HOWARD FISCHER: Oh, that’s obviously the big question. Right? What duties does the government Oh, to people who perhaps should know better? And I think there are two responses to that. Obviously, there are a lot of people who apply the caveat emptor theory, who believe that the marketplace can take care of all regulation that we don’t need, the government has come in and to put in a regulatory framework. I have two responses to that. First, there are investors of all kinds all means who are going to be damaged the purpose, one of the main purposes of government regulation is to protect investors. The second concern and the second reason why government regulation is an appropriate response here is that the government is concerned with the systemic integrity of how markets function, if the X if the FTX collapse risks, the systemic integrity of those markets, and Harris has the risk of contagion to other non crypto parts of the market. That’s a legitimate reason for the government to step in and just start regulating this.
SIMONE DEL ROSARIO: I don’t know that we’ve seen the contagion outside of the cryptocurrency sphere, but we are seeing a domino effect in cryptocurrency from the fallout. Do you think this is going to be a catalyst for actual regulatory changes? And what would that look like? I think it has to be. There are a couple of issues here. First, we have an looks like we are going to continue how continue to have a divided Congress. So there has to be some kind of bipartisan consensus for Congress to do something. In the absence of explicit congressional action, the SEC, the CFTC, perhaps the Fed are likely to step in and to propose a regulatory response. The other thing that regulators can do which is to regulate through enforcement. And that is to bring cases that apply liability. And that can include criminal sanctions as well as civil penalties in order to force behavioral changes that somewhat like regulating it. But doing it through the threat of enforcement.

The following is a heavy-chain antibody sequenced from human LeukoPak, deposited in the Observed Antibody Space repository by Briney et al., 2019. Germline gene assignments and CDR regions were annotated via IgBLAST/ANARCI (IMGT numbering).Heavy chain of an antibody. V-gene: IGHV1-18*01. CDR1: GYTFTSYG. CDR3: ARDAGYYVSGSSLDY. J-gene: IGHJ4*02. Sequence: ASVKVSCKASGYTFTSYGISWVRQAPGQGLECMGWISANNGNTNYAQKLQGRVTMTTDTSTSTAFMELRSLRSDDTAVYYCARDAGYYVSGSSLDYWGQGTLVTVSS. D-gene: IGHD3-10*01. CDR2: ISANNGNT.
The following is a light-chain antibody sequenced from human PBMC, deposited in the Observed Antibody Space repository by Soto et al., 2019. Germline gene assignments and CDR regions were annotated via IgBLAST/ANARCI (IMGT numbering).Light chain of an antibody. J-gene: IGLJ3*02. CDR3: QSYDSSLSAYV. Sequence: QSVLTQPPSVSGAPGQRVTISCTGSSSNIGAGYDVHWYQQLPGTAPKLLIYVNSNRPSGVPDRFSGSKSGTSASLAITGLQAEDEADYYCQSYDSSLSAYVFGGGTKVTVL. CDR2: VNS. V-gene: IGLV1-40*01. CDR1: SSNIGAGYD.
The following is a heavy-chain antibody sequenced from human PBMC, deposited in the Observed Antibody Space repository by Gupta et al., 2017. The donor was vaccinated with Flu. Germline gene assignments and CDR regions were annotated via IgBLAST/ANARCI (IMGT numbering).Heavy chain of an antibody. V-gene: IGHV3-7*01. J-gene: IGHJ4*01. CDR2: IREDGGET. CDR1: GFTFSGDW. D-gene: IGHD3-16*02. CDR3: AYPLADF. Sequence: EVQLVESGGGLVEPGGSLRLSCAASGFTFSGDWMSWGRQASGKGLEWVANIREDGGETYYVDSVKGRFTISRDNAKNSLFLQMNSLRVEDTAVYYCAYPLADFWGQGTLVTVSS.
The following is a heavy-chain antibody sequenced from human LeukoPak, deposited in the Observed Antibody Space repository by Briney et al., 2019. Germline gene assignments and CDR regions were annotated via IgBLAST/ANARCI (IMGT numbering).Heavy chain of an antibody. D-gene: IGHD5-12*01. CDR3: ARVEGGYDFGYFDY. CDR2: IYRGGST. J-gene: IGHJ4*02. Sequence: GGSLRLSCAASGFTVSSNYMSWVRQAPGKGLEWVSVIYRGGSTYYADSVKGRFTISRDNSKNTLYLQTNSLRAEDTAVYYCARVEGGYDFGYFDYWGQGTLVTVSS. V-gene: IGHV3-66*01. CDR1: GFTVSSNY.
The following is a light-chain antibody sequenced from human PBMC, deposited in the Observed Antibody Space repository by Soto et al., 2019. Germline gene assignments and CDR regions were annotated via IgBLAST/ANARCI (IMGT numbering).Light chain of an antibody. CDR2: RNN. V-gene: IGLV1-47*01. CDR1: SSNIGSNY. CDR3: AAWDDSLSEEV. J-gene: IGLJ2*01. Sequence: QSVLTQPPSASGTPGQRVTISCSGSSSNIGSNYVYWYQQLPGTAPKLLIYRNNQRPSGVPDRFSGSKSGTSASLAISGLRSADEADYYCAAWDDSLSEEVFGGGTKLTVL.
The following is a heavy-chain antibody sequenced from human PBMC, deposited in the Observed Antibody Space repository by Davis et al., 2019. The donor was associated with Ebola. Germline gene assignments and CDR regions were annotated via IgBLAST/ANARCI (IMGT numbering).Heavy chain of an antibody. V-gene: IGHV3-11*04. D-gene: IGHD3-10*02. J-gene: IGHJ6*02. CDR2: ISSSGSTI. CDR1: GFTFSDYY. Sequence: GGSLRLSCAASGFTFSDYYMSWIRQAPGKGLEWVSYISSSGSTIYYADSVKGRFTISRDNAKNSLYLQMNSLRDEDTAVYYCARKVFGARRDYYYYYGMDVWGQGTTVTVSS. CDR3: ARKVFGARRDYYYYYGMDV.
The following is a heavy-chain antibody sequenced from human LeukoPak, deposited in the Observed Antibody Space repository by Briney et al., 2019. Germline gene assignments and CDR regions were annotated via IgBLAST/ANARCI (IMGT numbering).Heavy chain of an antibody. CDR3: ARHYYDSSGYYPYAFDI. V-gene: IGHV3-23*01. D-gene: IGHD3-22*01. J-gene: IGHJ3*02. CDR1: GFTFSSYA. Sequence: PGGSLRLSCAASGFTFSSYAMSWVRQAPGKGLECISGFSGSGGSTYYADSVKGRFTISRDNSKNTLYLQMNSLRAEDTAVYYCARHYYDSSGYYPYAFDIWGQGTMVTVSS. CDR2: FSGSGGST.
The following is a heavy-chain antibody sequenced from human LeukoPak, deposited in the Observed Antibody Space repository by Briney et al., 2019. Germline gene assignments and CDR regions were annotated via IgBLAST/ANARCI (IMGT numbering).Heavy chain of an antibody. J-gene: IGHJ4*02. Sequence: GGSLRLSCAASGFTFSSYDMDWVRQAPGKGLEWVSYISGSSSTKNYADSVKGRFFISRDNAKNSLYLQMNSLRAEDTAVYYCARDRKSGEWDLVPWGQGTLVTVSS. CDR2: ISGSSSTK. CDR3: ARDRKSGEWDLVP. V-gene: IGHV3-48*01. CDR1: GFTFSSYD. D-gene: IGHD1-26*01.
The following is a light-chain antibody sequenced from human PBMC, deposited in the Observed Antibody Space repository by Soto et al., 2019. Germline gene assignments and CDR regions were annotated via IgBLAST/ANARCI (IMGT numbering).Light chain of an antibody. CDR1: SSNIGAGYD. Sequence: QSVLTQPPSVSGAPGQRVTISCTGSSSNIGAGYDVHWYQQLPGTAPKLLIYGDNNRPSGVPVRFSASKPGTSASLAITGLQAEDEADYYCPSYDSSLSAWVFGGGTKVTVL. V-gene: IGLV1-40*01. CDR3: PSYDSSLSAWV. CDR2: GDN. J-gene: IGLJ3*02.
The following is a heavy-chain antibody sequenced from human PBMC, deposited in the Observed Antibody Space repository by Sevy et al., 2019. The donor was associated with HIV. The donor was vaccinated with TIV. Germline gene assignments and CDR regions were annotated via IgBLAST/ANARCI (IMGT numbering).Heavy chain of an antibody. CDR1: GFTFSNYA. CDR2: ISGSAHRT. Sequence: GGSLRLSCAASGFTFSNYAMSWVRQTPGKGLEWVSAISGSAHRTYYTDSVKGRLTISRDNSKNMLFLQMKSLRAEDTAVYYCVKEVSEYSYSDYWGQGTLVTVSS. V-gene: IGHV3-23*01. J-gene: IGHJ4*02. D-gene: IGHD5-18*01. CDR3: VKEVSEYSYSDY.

SIMONE DEL ROSARIO: As far as FTX is concerned, I mean, the cats out of the bag on this one, and there’s a lot of talk right now about whether fraud is a part of this. So could regulation have stopped? What’s happening now?
HOWARD FISCHER: People always argue that you can’t prevent fraud, that people will always lie, people will always deceive other people that human beings are basically machines for deceiving other human beings. And I think that’s a little bit over simplistic. The reason why you have regulation is that it provides a system of oversight. Take a look at the normal financial system, regulated entities get examined by the by the SEC, and other agencies, government people go into those operations, make sure that they segregate customer accounts that their books and records are accurate. And it is that sunlight and operational facilities that provides a lot of the prevention aspect that we look for to regulation. It’s not necessarily saying you can do bad stuff, because let’s admit it read as a thing. People go into finance, largely because they want to make a lot of money. And that’s a pretty strong incentive. However, providing transparency into operations, which is a necessary part of regulatory oversight is what might have prevented this. I mean, if Bankman-Fried was not segregating customer accounts, if he had a backdoor, if he was using those funds of customers to prop up his other operations. That might have been stopped if they were if they actually had a legitimate fear that regulators would see it. And it is that transparency that I think is the greatest argument for regulation.
SIMONE DEL ROSARIO: Attorney Howard Fisher, thank you so much for your insight on this. We’ll be following this one closely. Thank you.